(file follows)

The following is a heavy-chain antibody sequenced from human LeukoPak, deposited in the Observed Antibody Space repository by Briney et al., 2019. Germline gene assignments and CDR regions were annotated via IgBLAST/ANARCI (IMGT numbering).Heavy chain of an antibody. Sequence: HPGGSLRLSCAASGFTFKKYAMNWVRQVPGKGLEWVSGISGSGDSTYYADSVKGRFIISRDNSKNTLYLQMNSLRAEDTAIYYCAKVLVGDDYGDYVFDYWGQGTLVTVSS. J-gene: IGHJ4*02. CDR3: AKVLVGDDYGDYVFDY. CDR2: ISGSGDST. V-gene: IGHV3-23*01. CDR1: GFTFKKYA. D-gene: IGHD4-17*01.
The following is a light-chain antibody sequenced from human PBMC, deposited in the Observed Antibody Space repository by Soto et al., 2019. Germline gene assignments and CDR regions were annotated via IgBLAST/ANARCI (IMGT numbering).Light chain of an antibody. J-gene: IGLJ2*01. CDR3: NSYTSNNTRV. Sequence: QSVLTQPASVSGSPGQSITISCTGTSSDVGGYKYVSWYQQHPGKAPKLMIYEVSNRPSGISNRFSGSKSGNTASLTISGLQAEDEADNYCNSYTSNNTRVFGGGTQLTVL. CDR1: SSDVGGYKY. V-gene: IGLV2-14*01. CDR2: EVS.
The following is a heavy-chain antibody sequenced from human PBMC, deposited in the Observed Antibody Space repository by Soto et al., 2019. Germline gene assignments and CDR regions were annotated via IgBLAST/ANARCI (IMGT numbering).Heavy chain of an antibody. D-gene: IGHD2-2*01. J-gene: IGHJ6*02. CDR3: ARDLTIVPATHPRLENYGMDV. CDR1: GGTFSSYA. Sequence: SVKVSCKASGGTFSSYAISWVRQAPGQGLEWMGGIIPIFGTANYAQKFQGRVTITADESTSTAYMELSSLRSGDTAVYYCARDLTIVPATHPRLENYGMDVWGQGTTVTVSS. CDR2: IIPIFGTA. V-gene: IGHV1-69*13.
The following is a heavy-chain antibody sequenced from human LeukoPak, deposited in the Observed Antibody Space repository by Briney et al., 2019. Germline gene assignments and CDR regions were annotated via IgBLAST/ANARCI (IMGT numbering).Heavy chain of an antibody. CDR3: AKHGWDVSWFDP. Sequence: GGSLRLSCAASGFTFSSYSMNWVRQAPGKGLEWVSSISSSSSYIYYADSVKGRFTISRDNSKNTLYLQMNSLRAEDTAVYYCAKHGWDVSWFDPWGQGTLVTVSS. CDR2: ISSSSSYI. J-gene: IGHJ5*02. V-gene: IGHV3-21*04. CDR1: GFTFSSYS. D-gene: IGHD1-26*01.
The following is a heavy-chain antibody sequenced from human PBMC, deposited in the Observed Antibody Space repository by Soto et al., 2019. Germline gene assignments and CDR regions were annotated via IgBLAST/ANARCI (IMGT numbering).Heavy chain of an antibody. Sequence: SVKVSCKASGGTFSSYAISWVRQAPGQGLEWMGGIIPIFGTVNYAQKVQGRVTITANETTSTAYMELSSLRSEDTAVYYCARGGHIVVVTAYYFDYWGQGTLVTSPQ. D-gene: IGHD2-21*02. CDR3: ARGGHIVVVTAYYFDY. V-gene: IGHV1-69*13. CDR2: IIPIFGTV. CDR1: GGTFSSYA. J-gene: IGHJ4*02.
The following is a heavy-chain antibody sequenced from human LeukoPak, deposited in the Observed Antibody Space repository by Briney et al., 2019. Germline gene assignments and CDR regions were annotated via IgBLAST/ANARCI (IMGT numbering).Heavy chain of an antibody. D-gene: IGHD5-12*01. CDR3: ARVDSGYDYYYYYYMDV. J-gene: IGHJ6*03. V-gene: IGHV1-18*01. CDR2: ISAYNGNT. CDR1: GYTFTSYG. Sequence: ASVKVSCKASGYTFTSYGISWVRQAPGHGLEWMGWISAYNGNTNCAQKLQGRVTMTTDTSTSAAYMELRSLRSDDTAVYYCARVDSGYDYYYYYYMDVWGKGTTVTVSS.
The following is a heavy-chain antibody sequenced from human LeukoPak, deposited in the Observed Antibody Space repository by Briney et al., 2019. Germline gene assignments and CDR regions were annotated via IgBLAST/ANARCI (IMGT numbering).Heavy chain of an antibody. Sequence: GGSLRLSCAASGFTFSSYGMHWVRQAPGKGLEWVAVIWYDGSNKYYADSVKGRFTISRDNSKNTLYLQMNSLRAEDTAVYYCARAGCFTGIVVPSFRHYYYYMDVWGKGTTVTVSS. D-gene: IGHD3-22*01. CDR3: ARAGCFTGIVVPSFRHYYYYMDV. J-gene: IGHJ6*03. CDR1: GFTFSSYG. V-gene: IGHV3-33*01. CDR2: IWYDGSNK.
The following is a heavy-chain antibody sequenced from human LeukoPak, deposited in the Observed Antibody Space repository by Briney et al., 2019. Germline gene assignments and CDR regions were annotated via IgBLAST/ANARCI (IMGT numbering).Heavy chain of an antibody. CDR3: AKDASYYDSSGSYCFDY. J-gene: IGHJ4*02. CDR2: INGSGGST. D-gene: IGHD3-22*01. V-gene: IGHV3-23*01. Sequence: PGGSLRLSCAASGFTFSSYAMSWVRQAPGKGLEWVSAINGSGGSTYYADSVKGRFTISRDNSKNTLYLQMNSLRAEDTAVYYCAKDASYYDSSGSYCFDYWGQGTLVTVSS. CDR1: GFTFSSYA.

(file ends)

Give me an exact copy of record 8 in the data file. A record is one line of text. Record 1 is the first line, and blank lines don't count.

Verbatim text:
The following is a heavy-chain antibody sequenced from human LeukoPak, deposited in the Observed Antibody Space repository by Briney et al., 2019. Germline gene assignments and CDR regions were annotated via IgBLAST/ANARCI (IMGT numbering).Heavy chain of an antibody. CDR3: AKDASYYDSSGSYCFDY. J-gene: IGHJ4*02. CDR2: INGSGGST. D-gene: IGHD3-22*01. V-gene: IGHV3-23*01. Sequence: PGGSLRLSCAASGFTFSSYAMSWVRQAPGKGLEWVSAINGSGGSTYYADSVKGRFTISRDNSKNTLYLQMNSLRAEDTAVYYCAKDASYYDSSGSYCFDYWGQGTLVTVSS. CDR1: GFTFSSYA.